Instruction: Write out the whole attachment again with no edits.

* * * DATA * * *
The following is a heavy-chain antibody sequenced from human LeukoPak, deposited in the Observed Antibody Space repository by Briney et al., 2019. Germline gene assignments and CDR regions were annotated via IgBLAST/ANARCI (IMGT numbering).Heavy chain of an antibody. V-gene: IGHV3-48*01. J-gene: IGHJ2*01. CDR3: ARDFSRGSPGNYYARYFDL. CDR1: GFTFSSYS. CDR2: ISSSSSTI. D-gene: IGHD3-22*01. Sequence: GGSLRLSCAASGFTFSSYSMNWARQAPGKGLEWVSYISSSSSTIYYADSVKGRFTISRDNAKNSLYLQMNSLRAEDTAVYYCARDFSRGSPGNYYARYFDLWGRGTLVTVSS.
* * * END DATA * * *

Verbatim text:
The following is a heavy-chain antibody sequenced from human LeukoPak, deposited in the Observed Antibody Space repository by Briney et al., 2019. Germline gene assignments and CDR regions were annotated via IgBLAST/ANARCI (IMGT numbering).Heavy chain of an antibody. V-gene: IGHV3-48*01. J-gene: IGHJ2*01. CDR3: ARDFSRGSPGNYYARYFDL. CDR1: GFTFSSYS. CDR2: ISSSSSTI. D-gene: IGHD3-22*01. Sequence: GGSLRLSCAASGFTFSSYSMNWARQAPGKGLEWVSYISSSSSTIYYADSVKGRFTISRDNAKNSLYLQMNSLRAEDTAVYYCARDFSRGSPGNYYARYFDLWGRGTLVTVSS.